The first elected woman head of state in Africa, President Ellen Johnson-Sirleaf, has just stepped down from her office in Liberia. Her successor George Weah assumed the position on 22 January 2018.
In a recent interview with CNN entitled “Why Africa owes a debt of gratitude to Ellen Johnson Sirleaf”, President Sirleaf and journalist Chude Jideonwo had the following exchange.
Chude Jideonwo (CJ): You are in your final days as the first female president of an African country. When you step down, there won’t be any more. What does that say to you? Continue reading
The dry season’s dust has again settled on Conakry’s streets, aside from a few marks of ashes and rubble on the sides of the main avenues, everything seems to be back to the bustling normal. Just about ten days ago, things looked quite different in the Guinean capital. On February 20th, a nation-wide general strike in the education sector culminated in violent demonstrations, which took the government by surprise. Seven people were shot dead by state forces, thirty were injured and a dozen arrested, numerous vehicles were burnt, and a gas station and a police commissariat were pillaged. Though Conakry has experienced plenty of similar events during the past decade, there are a number of reasons not to write this off as simply another instance of urban violence. Continue reading
During the second part of this spring sociologist Ugo Corte and I will teach a new master course in the Ethnography of the senses here at Uppsala University. I have over the last few years tried to encourage students in both using other technologies during fieldwork and also opening up for other outputs than the traditional essay. One student who took the challenge was David, at the time a BA student at the department, who went to Malta for a workshop in Graphic Anthropology. Here is his take on graphic anthropology.
Familiar with Graphic Anthropology? Didn’t think so… Neither was I before I was forwarded an e-mail for an upcoming workshop on Malta(!) last March. It turned out that some sort of renaissance in the ways of using fieldnotes accompanied by drawings was taking place. At least as a part of doing participatory observations in fieldwork and as one method of Visual Anthropology. Not knowing where it would eventually take me I started filling out the workshop’s application online… Continue reading
Empty Ebola Treatment Center at ELWA outside Monrovia. November 1, 2016
Passage from a medical journal from 1982: The results seem to indicate that at least Liberia and Guinea have been included in the Ebola and Marburg virus endemic zone. Therefore, the medical personnel in Liberian health centres should be aware of the possibility that they may come across active cases and thus be prepared to avoid nosocomial epidemics.
Signs here and there in the city remind us of the recent Ebola crisis. An empty bucket outside a shop, hand sanitizer in the fancier restaurants, but not much more. Monrovians do not mention it much, unless you ask. It is not like the previous civil wars which people still like to refer to. If Ebola in Liberia was like a silent war, it also appears to have a silent aftermath. Riding a shared taxi I ask my co-passengers about this. Why do you keep talking about the war, that took place so long ago but not the Ebola crisis? A woman answers: the Ebola epidemic was simply too fearful. In the war you would know where the enemy came from, Ebola on the other hand came from nowhere and everywhere; it was an invisible enemy. Which one would they prefer? The war, is the unison answer amongst fellow passengers. And when I did not stress it anymore we quickly moved into other less ‘fearful’ topics. Continue reading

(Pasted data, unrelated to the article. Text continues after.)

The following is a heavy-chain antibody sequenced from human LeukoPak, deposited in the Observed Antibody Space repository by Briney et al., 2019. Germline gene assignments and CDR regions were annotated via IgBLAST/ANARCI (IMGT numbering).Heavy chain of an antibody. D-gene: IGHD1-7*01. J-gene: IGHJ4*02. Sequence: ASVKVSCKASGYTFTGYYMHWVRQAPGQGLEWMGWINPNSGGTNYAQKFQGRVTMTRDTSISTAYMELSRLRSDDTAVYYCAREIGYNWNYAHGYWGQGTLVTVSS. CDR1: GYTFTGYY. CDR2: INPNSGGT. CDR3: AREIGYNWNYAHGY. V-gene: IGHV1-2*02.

Ebola: How a People’s Science Helped End an Epidemic is one of the first books to provide an in-depth analysis of the recent pandemic in West Africa, The author Paul Richards has done an excellent job in bringing to the fore community efforts in responding to the virus. Continue reading
One of Charles Taylor’s best known and most eloquent defenders is John T. Richardson, a Liberian architect, who continues to speak with the former Liberian President two to three times a week. Richardson, an American trained architect who launched his career in the 1970s, winning contracts from the African Development Bank, USAID, and the World Bank to construct rural schools and hospitals across Liberia, became an international pariah several decades later when he was placed on a UN travel ban during the last years of the Taylor administration, which he served in various capacities.
Today, Richardson operates from a cramped but well decorated office in a gated compound just off Tubman Boulevard, the main thoroughfare of Monrovia. His father, Nathaniel Richardson, was one of Liberia’s greatest historians of the era when the country was dominated by the True Whig Party (TWP) and the descendants of black American immigrants (in which both Taylor and Richardson have their roots). Although the younger Richardson states, “I have no ambitions politically” he came, as a result of a self-described humanitarian impulse, to play a major role in the calamitous struggle to shape post TWP Liberia, serving as a loyal adviser to Taylor throughout Liberia’s 14 years of armed conflict. Continue reading